Can you get a virus/malware just by visiting a website?

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virtualmod
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Can you get a virus/malware just by visiting a website?

Post by virtualmod »

Malware/virus can't infect my computer unless I open the file, right?
Yes, it's entirely possible to get infected by simply visiting a website. Most commonly via what we call "Exploit Kits". Right now, EK are used to deliver a lot of dangerous malware (such as banking trojans and Cryptoware) to computers worldwide.
If the file pushed on your system is already known to your Antivirus or Antimalware (in its database) then it's detectable. If it's not, it won't do anything. And we all know that no products have a 100% detection ratio. There is no antivirus software that can detect all malware in the world. Some antivurs program can detect something that other still can't.
Duch attacks are called "drive-bys" or "exploits" and commonly target java, flash and silverlight plugins as well as adobe reader and the browser internet explorer. Exploits also can attack media player software and all the other common browsers (chrome, firefox and all the rest). Fortunately there are some ways to make it much harder for drive-by attacks to infect you.
Even if it's a well known malware, cybercriminals can use a packer (read: encrypt the malware) to make it FUD (fully undetectable) to antivirus and antimalware software that rely on signatures. This can be defeated by the use of behavioral analysis (Emsisoft's Behavior Blocker), sandbox (Sandboxie, Comodo Internet Security's Defense+) or rollback (Kaspersky's System Watcher).
Users are more 21 times more likely to get hit with malware from online shopping sites and 27 more times likely with a search engine than if they'd gone to a counterfeit software site, according to Cisco.

If it is downloaded wouldn't for example chrome browser show the file downloading in the download bar? also how can it execute by it's self?
It uses exploits to download and execute undetected. Malware exploit files are small files, only a few kilobytes, if you have download speeds of 0.5 Mb per second they would download so fast that there wouldn't even be time to show a "downloading" bar, also exploits do not download in the same way as normal file downloads, they take other routes so wouldn't be counted by the browser as downloads and put into any download history it keeps. The self-execution of exploit files happens because of the exploit methods, these basically let them bypass normal downloading and opening entirely, they download themselves and immediately run themselves.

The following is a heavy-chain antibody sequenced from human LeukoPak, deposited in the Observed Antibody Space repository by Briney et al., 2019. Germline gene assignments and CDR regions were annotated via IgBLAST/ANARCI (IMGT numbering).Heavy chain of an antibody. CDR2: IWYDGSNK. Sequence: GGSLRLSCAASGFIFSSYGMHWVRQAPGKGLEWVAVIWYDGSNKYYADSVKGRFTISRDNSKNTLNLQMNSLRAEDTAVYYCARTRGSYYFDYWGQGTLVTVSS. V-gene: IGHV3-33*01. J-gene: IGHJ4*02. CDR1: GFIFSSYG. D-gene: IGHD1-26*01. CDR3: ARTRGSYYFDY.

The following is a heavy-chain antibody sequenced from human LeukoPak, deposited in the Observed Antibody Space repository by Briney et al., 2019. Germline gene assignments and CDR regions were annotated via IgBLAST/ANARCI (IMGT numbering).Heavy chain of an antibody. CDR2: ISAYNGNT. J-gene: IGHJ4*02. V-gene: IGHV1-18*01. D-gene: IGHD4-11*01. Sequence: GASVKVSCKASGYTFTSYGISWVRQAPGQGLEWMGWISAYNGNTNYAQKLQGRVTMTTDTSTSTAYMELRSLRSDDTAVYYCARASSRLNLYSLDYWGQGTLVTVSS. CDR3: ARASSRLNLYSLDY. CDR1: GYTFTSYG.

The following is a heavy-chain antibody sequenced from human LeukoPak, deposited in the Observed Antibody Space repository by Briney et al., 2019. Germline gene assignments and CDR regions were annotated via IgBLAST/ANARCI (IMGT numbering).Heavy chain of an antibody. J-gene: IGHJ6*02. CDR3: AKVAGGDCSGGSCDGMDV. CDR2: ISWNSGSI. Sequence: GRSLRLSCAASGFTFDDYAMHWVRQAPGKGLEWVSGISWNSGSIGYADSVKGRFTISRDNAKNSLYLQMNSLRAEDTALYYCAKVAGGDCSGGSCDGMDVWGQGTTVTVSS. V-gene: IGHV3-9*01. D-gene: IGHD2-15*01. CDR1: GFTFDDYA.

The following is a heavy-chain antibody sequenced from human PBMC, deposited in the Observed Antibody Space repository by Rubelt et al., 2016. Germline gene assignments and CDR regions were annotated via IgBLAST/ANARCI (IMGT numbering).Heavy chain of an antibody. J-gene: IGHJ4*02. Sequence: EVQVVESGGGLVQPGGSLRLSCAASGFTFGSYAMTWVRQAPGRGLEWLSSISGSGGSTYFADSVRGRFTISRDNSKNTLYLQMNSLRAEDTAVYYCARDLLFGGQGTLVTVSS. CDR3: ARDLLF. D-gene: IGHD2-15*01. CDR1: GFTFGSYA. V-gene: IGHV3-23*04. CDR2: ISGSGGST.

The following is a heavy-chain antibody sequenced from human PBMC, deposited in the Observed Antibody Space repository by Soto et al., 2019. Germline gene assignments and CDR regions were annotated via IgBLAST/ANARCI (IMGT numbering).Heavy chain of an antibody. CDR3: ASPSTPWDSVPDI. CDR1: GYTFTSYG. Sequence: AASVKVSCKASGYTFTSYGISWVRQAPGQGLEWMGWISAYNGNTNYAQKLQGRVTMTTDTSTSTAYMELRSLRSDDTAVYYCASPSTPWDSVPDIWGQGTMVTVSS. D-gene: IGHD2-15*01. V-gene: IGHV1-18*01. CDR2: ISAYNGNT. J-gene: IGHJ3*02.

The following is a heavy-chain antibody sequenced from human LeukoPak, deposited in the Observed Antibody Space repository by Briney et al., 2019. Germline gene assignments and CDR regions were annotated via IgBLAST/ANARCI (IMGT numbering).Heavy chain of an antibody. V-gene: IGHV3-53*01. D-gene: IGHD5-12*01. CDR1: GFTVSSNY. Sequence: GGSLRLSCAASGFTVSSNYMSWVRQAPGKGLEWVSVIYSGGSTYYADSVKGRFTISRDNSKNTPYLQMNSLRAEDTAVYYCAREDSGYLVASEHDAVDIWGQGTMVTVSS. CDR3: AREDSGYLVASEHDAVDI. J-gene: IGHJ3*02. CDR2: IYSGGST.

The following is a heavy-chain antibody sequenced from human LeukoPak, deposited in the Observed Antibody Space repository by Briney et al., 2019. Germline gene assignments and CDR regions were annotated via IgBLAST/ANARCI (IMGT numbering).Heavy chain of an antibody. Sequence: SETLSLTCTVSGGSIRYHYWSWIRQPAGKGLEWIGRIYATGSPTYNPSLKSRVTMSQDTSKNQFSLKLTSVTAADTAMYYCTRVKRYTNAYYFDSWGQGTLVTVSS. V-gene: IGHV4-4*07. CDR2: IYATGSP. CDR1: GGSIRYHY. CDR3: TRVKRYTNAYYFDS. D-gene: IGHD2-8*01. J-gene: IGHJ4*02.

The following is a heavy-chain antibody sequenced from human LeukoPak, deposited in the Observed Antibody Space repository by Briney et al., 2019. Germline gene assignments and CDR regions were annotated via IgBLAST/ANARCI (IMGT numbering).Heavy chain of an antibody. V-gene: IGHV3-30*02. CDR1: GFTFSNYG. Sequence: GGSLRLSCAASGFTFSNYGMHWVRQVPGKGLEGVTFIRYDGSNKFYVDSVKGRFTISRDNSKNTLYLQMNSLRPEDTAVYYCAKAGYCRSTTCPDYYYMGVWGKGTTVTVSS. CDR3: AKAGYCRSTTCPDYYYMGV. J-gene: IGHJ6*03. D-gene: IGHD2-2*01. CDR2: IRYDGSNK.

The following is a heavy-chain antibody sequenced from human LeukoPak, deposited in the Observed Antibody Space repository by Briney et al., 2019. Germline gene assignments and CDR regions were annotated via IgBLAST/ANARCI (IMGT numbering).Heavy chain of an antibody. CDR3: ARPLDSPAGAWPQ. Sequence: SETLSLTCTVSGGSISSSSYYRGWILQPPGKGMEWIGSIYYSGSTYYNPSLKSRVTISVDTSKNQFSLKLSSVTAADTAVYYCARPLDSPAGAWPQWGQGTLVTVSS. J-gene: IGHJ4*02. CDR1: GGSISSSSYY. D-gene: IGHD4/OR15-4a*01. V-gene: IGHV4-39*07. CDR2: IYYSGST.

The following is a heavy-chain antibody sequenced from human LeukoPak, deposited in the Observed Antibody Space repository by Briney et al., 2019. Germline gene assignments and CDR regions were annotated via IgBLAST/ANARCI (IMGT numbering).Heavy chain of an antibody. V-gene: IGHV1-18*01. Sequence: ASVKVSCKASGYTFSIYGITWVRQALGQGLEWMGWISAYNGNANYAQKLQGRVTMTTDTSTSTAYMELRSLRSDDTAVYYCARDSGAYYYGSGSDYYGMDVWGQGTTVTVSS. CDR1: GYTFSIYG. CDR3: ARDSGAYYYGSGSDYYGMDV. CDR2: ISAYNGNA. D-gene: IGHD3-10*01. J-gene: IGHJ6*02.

What to do to secure my computer?
Always make sure your browser is up to date, and the plugins within your browser as well. Updates to browsers and plugins patch vulnerabilities so an old un-updated browser will be vulnerable to most exploits in use while an up-to-date browser will not be vulnerable to recently developed exploits. IE is the most vulnerable, firefox and chrome are both far more secure but neither is perfect.
Deactivate all your plugins or set them as "click to play", loads more exploits exist which attack flash, java and silverlight as compared to the lower (but still terrifyingly large) number of exploits which target the browsers themselves. If you disable plugins you don't use, and those which you sometimes use you set as "click to play" or " ask to activate", then exploits which attack plugins are less of a danger to you. Firefox makes it easy to disable plugns or set them as "ask to activate", chrome also makes it fairy easy, these days it is set up to do this by going to "sandwich button"-->settings-->show advanced settings-->content settings-->let me choose when to run plugin content. I don't know if IE lets you disable plugins like this or set them only to run when you approve them.
Run a scriptblocker, this will protect you from exploits on the page you are visiting, and from exploits on other domains which are trying (but which the script blocker will stop) from loading content onto the page you are on. A scriptblocker also blocks adverts as a side-effect although you might want to run an adblocker as well alongside it. Noscript is script blocker for firefox.
https://en.wikipedia.org/wiki/NoScript
A scriptblocker like noscript should make drive-bys impossible when you have it turned on, but sometimes you will need to allow some things through it for some things (videos mostly) on pages to work, if you only allow things from very trustworthy domains then it will keep you very extremely safe. A scriptblocker prevents exploits before they can begin it's an "anything the user doesn't allow deliberately is by default forbidden" type of security solution.
Run some sort of specialised anti-exploit protection, malwarebytes anti exploit does this, it is a free program which blocks common exploit methods. This means that it can protect against unknown viruses because it blocks anything that looks like an exploit without needing to worry about precisely what the payload is. This sort of program acts as a layer "behind" your browser whereas things like noscript and adblockers act as layers "infront" of your browser. MBAE works well in combination with noscript and firefox.
Keep your antivirus running as it is, run a realtime protection antimalware alongside it if you can. An antivirus and antimalware act as another layer behind any specialised anti-exploit protection you have.
For futher protection you can also run witelisting software which prevents any exe file which you have not previously approved from being able to execute.